How does the sparse reconstruction approach relate to the DRM? The DRM is indeed also a sparse generative model: the act of rendering an image is approximated as a sequence of affine transformations applied to an abstract high-level class template. Thus, the DRM can potentially be represented as a sparse neural network. Another similarity between the two approaches is the focus on clustering highly correlated activations in the next coarser layer of abstraction. Indeed the DRM is a composition of sparse factor analyzers, and so each higher layer l+1 in a DCN really does decorrelate and cluster the layer l below, as quantified by Eq. (drm19).

But despite these high-level similarities, the two approaches differ significantly in their overall goals and results. First, our focus has not been on recovering the architectural parameters; instead we have focused on the class of architectures that are well-suited to the task of factoring out large amounts of nuisance variation. In this sense the goals of the two approaches are different and complementary. Second, we are able to derive the structure of DCNs and RDFs exactly from the DRM. This enables us to bring to bear the full power of probabilistic analysis for solving high-nuisance problems; moreover, it will enable us to build better models and representations for hard tasks by addressing limitations of current approaches in a principled manner.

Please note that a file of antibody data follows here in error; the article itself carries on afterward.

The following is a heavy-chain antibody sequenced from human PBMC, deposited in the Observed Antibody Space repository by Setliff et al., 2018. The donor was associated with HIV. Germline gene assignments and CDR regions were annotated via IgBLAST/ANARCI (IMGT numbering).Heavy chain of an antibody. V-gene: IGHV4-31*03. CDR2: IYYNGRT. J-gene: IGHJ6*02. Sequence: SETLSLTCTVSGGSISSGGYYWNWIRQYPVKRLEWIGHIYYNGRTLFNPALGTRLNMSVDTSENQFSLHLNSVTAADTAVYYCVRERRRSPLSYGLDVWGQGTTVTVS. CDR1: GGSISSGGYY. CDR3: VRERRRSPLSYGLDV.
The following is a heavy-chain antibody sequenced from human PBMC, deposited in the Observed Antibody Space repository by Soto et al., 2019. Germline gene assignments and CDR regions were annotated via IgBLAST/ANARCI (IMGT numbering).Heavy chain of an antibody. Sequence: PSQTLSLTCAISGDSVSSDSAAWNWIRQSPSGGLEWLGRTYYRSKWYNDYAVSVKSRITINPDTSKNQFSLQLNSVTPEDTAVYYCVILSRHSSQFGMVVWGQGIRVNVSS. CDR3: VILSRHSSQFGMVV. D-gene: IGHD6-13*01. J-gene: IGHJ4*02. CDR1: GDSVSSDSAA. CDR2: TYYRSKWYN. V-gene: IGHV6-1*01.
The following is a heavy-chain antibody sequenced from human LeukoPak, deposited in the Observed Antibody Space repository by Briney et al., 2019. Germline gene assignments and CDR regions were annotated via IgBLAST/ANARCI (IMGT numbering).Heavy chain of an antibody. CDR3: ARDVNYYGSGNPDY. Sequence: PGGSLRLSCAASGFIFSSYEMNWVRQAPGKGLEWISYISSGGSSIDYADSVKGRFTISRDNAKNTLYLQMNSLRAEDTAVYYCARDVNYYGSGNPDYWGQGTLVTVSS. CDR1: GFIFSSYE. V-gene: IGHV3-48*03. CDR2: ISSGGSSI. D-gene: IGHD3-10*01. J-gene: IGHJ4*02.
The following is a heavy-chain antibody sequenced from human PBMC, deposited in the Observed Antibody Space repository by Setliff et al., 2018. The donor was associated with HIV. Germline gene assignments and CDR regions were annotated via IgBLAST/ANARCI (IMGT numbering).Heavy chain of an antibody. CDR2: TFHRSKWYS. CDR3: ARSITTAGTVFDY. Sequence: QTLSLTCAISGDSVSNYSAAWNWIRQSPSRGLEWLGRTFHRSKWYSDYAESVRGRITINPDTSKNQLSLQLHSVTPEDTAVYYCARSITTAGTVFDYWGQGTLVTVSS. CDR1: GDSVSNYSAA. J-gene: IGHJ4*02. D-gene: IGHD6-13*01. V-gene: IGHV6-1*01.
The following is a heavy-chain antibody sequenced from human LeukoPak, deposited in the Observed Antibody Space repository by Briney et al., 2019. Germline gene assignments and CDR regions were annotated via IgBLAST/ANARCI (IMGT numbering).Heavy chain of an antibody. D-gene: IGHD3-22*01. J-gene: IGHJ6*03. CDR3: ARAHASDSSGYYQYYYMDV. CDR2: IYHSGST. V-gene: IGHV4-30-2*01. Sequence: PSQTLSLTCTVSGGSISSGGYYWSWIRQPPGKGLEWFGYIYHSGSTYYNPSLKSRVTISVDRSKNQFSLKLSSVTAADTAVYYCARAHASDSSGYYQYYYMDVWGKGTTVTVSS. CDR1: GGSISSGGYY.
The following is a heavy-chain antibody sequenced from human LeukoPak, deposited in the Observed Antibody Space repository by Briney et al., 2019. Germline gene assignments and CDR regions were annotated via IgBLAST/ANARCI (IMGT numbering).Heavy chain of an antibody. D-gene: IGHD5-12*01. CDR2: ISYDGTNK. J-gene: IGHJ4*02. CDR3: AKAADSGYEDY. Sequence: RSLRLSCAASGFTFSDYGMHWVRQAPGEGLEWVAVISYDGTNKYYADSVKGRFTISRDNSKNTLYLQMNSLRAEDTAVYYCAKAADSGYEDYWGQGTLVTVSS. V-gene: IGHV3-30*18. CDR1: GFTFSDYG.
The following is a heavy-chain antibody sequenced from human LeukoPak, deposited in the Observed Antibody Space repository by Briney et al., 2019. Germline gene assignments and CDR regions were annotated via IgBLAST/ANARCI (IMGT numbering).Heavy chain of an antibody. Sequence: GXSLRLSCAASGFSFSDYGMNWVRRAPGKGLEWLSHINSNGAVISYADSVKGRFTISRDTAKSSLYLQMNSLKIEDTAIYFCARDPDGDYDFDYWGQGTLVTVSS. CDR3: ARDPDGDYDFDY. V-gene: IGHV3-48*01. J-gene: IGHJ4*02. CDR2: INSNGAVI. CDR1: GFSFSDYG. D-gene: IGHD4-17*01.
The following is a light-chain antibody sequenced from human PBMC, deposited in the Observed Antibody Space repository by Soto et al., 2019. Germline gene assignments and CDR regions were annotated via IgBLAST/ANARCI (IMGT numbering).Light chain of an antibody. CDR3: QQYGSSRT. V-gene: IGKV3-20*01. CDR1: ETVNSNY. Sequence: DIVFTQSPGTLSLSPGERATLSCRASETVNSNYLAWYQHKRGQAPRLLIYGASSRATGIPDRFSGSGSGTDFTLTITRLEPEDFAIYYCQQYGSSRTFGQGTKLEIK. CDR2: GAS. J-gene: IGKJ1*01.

5.5 Google FaceNet: Learning Useful Representations with DCNs

Recently, Google developed a new face recognition architecture called FaceNet (47) that illustrates the power of learning good representations. It achieves state-of-the-art accuracy in face recognition and clustering on several public benchmarks. FaceNet uses a DCN architecture, but crucially, it was not trained for classification. Instead, it is trained to optimize a novel learning objective called triplet finding that learns good representations in general.